“Crazy Bernie,” President Trump calls the 78-year-old junior senator from tiny Vermont, and the nickname does not describe a harmless oddball. Senator Sanders’ success has frightened the financial kingmakers in the Democratic party.
When Bernie refused to apologize for praising the communist dictators of Cuba, Venezuela and Nicaragua, Democratic insiders got alarmed at the prospect of losing Florida, home to thousands of refugees from those countries. Since Bernie won by a landslide in Nevada, full panic has set in.
Two high-profile Democrat contenders pulled out within hours of each other after the South Carolina primary, to endorse Bernie’s rival, Joe Biden. That was not a mere coincidence, but the result of an apparent behind-the-scenes effort to stop Bernie from obtaining the nomination.
“Quid pro quo!” Trump bellowed at a rally in North Carolina in response. Rather than investigate non-existent collusion by Russia for Trump, someone should investigate what may have been promised to the other contenders to abruptly withdraw and endorse Biden.
But millions had already voted early, prior to this sudden transformation of the Democrat primary into a two-man race between Bernie and Biden. This may be too little, too late by the Democrat Establishment to derail Bernie’s candidacy as he attracts crowds surpassed only by Trump himself.
On Sunday Bernie drew audiences totaling 25,000 in California, which is rich in delegates and young voters who are enthusiastic about Bernie’s quasi-revolutionary message. In the state having an enormous gap between rich and poor, Bernie’s attacks on billionaires play exceptionally well.
Liberal Democrats have only themselves to blame for the pickle they find themselves in. They stoked the flames of class warfare to try to bring down Trump, and instead fomented a problem within their own party.
The rejection of Sanders by older black voters is the only impediment keeping him from locking up the nomination already. Sanders has had much greater success with Hispanics than with African Americans, and no one has fully explained why.
Pundits pretend that Biden inherits support by blacks for Obama, for whom Biden served as Vice President for eight years. But that was years ago and it is unlikely that many voters care for whom Biden carried water in the White House.
Instead, illegal immigration is probably a major reason for the immense divide in support for Sanders, both racially and geographically. Black voters in South Carolina are not likely to support Sanders’ agenda to open our southern border and let hordes of low-income workers come in.
Latinos are more enthusiastic about Bernie’s demand that driver’s licenses be given nationwide to illegal aliens, and that the spigot be turned on for more entitlements to flow to them. Bernie swept Nevada after pandering to illegals in a way that does not sell so well to Democrats of any race in the South.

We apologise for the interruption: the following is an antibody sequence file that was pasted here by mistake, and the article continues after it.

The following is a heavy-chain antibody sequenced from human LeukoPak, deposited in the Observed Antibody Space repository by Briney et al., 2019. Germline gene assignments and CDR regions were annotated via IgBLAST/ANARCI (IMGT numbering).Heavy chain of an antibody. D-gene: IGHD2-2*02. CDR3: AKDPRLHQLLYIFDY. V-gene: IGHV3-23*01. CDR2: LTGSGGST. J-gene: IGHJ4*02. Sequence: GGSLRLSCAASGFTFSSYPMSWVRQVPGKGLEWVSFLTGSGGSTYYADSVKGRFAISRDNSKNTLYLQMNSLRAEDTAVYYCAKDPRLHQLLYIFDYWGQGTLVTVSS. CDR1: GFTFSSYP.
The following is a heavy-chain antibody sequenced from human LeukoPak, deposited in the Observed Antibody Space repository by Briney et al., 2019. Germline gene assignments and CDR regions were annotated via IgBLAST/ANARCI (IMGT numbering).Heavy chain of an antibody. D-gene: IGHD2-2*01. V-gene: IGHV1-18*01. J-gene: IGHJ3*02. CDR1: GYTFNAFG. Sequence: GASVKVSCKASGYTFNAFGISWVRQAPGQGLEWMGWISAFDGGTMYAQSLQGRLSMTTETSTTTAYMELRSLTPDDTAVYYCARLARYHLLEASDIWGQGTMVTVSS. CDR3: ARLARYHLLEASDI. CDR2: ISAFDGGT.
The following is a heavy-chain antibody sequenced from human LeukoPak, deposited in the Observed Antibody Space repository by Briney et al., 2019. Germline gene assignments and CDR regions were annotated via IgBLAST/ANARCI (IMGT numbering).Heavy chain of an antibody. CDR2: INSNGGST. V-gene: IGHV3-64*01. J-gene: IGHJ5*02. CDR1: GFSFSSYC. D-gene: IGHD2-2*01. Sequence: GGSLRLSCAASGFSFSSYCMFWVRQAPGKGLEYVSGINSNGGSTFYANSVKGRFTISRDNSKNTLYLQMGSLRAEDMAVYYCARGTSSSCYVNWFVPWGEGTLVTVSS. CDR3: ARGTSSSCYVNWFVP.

More difficult to explain is why liberal elites in the Northeast have turned against Bernie, hammering him with disparaging comments. Bernie’s policies are what these other Leftists have themselves advocated for years.
But Bernie really means it, and that seems to alarm those who advocated similar policies merely to attract votes against Republicans. Bernie intends to go after billionaires and Wall Street and crony capitalism, from which many liberals derive their wealth.
The inability of billionaires to make a difference in the race may be disconcerting to the power-brokers behind the curtain. Tom Steyer spent over $250 million of his own fortune on his campaign and yet did not win a single delegate.
Bernie, in contrast, raised $34.5 Million in the fourth quarter, with an average donation of only $18.53, plus $25 million in January and another $46 million in February. The have-nots are fueling his candidacy, and the Democrat Establishment is running scared from them.
Bernie is openly contemptuous of the elites in the Democrat Party, and in the Senate he is an independent rather than a Democrat.
The most common occupation of Bernie’s donors is “teacher,” and the U.S. Postal Service is one of his donors’ most common employers. Wal-Mart, which has a non-unionized workforce thought to be conservative-leaning, is another common employer of Sanders donors.
The small average donation means that Sanders can raise far more from his same supporters if necessary. He has emphasized that the Democrat Party should not deny him the nomination if he wins merely a plurality rather than a majority of delegates.
Sanders has raised much more from small donors than Joe Biden has from large ones. Meanwhile, Mike Bloomberg can use his personal wealth to vastly outspend Sanders, but that cannot translate into enough votes or delegates for Bloomberg.
The result is a delightful quandary from the perspective of Republicans, who expect that the nomination of Sanders would pave the way to a recapture of the House of Representatives by the GOP in November.
John and Andy Schlafly are sons of Phyllis Schlafly (1924-2016) and lead the continuing Phyllis Schlafly Eagles organizations with writing and policy work.